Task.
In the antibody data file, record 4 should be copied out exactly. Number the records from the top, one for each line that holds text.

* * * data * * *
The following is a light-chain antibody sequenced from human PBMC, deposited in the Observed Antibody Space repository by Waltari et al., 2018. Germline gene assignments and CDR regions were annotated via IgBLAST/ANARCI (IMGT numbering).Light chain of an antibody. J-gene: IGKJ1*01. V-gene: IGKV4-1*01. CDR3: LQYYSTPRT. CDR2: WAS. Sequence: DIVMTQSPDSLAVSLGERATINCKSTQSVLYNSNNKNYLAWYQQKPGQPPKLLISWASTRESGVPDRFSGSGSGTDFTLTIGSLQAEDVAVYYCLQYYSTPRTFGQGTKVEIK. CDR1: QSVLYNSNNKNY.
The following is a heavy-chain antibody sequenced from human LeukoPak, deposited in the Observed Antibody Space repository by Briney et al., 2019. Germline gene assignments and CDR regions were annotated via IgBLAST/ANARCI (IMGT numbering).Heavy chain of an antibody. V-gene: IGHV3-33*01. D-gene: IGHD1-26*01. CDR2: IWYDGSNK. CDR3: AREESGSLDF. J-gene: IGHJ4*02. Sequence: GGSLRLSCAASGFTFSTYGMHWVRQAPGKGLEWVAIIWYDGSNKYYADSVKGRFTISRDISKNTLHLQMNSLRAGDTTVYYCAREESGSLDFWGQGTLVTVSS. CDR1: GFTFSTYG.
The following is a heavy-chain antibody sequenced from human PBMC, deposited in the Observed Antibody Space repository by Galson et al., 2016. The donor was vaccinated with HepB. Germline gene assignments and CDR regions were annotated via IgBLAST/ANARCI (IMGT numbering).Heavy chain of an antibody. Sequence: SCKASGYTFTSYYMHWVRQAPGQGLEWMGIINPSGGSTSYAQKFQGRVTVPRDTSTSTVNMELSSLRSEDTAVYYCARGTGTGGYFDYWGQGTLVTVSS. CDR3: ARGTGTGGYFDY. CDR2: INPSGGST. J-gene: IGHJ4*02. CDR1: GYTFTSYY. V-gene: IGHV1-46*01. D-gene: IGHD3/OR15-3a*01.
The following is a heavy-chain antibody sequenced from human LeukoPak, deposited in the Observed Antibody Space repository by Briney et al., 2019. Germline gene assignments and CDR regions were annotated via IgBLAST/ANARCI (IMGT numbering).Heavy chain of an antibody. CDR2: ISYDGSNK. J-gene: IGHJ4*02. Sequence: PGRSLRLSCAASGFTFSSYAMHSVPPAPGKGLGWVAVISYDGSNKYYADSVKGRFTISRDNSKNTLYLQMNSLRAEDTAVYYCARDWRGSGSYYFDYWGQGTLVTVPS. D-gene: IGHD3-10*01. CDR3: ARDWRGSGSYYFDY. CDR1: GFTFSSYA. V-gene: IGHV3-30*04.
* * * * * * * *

The following is a heavy-chain antibody sequenced from human LeukoPak, deposited in the Observed Antibody Space repository by Briney et al., 2019. Germline gene assignments and CDR regions were annotated via IgBLAST/ANARCI (IMGT numbering).Heavy chain of an antibody. CDR2: ISYDGSNK. J-gene: IGHJ4*02. Sequence: PGRSLRLSCAASGFTFSSYAMHSVPPAPGKGLGWVAVISYDGSNKYYADSVKGRFTISRDNSKNTLYLQMNSLRAEDTAVYYCARDWRGSGSYYFDYWGQGTLVTVPS. D-gene: IGHD3-10*01. CDR3: ARDWRGSGSYYFDY. CDR1: GFTFSSYA. V-gene: IGHV3-30*04.